Saturday, July 2, 2011

Programmers Anonymous notes, 1010

Duo Adept: An 8-bit computer designed and built by Jack Eisenmann, a high school student.
Jack Eisenmann, a programmer who just graduated high school, has built his own 8-bit homebrew computer completely from scratch using an old keyboard, a television, and a ton of TTL logic chips. No, he didn't buy some computer parts and snap them together; he blueprinted every wire and connection and then built it, wire by wire. After he finished construction, he had to teach it how to communicate, so he created his own operating system and wrote some games for it.

Arduino: The Documentary

Obsolete collective's monthly chiptune showcase in downtown L.A.

In recent months, a pool of innovative L.A.-based artists who create music in an electronic subgenre called chiptune have formed the Obsolete collective, and have commenced throwing shows to celebrate their lo-bit love affair.

Tibetan singing bowls give up their chaotic secrets

The water-filled bowls, when rubbed with a leather-wrapped mallet, exhibit a lively dance of water droplets as they emit a haunting sound. Now slow-motion video has unveiled just what occurs in the bowls; droplets can actually bounce on the water's surface.


Science is Beauty

The Curfew: All Your Rights Are Belong to Us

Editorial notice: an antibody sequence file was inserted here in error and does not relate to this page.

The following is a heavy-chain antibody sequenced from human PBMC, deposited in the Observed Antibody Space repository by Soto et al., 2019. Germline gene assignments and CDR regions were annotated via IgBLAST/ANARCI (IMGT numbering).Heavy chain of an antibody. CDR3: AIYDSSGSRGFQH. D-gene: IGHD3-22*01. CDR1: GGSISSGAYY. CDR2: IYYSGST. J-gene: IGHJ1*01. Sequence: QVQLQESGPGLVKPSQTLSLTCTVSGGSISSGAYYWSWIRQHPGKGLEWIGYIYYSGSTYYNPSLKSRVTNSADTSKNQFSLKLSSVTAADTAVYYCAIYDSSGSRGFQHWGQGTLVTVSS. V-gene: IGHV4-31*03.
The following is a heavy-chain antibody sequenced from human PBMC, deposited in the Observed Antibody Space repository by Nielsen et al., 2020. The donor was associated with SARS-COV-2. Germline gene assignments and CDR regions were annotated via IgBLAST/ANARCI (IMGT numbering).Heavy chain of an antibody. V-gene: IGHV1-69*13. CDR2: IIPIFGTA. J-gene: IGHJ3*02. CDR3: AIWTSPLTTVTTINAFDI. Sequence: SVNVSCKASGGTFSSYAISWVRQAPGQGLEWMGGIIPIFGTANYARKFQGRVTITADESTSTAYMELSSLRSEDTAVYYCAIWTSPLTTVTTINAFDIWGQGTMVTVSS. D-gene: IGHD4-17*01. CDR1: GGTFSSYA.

The Curfew is terrific science fiction, pretty good cinema, a nicely designed defense of individual liberty, and an okay graphic adventure. It also won the Learning & Education award at the 2011 Games for Change Festival.
Designed by Kieron Gillen and funded by Britain's Channel 4, The Curfew takes place in 2027 in a UK dominated by "the Shepherd Party," which plays on fears of terrorism to impose near-absolute control over its citizens. They do so through gamification; you earn "citizen points" for obedience, and lose them through disobedience. Earn enough, and you can be a "Class A" citizen; its not clear what this gets you, other than jumping the queue at fast food joints.


Northwest Passages: Ursula K. Le Guin

AIR DATE: Thursday, April 29th 2010
Oregon icon Ursula K. Le Guin writes science fiction, fantasy, poetry, and children's books. She has won multiple honors for dozens of works, starting with her early novel A Wizard of Earthsea, and including the Library of Congress' Living Legends award and several honors for lifetime achievement.
The Oregonian recently called her the "Queen Mother of Science Fiction." I asked her if she was, and she laughed.

Ursula Le Guin, Oregon Art Beat
She's been called the Queen Mother of science fiction, but today Usula Le Guin is finishing a book of poems about Steens Mountains country, and working with photographer Roger Dorband. We join them in Harney county as she talks about her new book and reflects on her life as a writer.

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